Treatment, Not Time -- Letourneau Sentenced For Student's Rape -- Victim's Family Sought Leniency For Teacher

Sentencing Mary Kay LeTourneau to a treatment program for sexual offenders rather than a long prison term is appropriate for her case and not unusual, according to two local legal experts.

LeTourneau, the former Burien schoolteacher who pleaded guilty to two counts of child rape for her affair with a 13-year-old former student, yesterday was given a suspended 7 1/2-year prison sentence in a case that has received international attention.

King County Superior Court Judge Linda Lau also ordered her into a treatment program for sex offenders after serving another 80 days in jail

Because of the details of the case, LeTourneau, 35, is an appropriate candidate for community-based treatment, said John La Fond, a law professor at Seattle University and an expert on sexual offenders and the law.

"The crime was a lot more of heart than exploitation," he said, noting that she was involved with one boy, not multiple victims.

John Strait, another Seattle U. law professor, said the sentence was not unusual in LeTourneau's case. One in four child molesters is given an alternative sentence, he said.

Strait said some child sex offenders choose prison over treatment. "Many people eligible for it don't want it," he said. "It involves pretty invasive therapy and some folks would rather do time."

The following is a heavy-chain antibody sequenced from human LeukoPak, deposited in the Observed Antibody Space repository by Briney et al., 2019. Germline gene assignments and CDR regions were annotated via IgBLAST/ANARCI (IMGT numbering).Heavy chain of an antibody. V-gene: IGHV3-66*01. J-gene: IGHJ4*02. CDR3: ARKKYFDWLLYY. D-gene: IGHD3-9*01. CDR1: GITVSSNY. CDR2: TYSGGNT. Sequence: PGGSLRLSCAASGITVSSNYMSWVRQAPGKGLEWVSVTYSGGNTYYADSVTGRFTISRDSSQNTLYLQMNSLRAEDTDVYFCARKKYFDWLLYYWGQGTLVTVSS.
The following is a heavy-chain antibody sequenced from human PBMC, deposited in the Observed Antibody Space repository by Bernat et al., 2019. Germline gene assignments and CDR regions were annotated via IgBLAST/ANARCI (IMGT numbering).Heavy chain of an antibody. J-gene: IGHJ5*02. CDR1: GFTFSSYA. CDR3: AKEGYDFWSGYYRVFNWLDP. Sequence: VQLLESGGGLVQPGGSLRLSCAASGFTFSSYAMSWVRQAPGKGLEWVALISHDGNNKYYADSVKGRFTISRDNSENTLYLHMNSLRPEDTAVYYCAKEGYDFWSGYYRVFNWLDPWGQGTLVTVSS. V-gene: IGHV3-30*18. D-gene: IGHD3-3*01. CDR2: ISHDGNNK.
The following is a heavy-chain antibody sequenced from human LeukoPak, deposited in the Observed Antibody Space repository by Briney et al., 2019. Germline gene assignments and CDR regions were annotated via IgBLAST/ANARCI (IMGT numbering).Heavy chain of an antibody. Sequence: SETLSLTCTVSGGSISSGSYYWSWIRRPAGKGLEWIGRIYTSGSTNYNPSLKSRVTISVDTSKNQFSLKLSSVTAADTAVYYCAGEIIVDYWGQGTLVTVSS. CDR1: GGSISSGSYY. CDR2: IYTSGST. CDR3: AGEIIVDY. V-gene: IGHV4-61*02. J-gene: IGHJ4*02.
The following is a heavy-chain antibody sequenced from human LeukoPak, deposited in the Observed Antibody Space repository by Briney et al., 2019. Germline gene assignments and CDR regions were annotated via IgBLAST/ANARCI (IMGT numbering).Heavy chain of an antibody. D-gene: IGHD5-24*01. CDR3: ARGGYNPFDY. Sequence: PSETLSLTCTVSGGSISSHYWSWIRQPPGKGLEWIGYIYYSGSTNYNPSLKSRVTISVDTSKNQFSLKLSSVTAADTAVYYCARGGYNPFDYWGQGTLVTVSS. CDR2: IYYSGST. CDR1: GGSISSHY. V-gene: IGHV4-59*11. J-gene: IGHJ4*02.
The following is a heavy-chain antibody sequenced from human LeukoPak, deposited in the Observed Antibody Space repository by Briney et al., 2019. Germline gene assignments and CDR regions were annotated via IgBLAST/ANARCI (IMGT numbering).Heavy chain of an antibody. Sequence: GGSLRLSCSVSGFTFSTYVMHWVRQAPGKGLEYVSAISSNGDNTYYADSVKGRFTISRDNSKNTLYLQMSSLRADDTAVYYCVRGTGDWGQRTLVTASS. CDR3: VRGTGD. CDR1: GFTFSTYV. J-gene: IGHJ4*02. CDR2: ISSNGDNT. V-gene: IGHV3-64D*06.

Both the victim's family and LeTourneau's estranged husband said she should receive treatment rather than jail time. LeTourneau gave birth to the student's child in May.

But Kathleen Docherty, a state community corrections officer, proposed a seven-year, five-month term - at the top of the range - saying LeTourneau could receive adequate treatment in prison.

Deputy Prosecutor Lisa Johnson had sought a 6 1/2-year prison term, in the middle of the standard range.

Judge Lau said yesterday at the sentencing at the Regional Justice Center in Kent that she is satisfied LeTourneau can benefit from treatment and does not pose a risk to the rest of the community.

But she sternly warned LeTourneau to stay away from the young victim or risk serving the prison sentence.

"Whether you stay out of prison is completely within your hand. It will not be easy," the judge said.

LeTourneau tearfully addressed the judge before the sentence was imposed.

"I did something I had no right to do," she said. "Morally or legally, it was wrong. I give you my word that it wouldn't happen again . . . Please help me. Please help me."

Among the conditions Lau imposed:

-- Within five days of her release, she must enter a treatment program for sex offenders and must comply with any and all provisions.

-- She will be under the supervision of a community corrections officer and must abide by all terms of her supervision.

-- She must take all prescribed medications and not use alcohol.

-- She must avoid all contact with her victim.

The case has received widespread attention. More than 100 reporters from national and international news organizations attended the sentencing.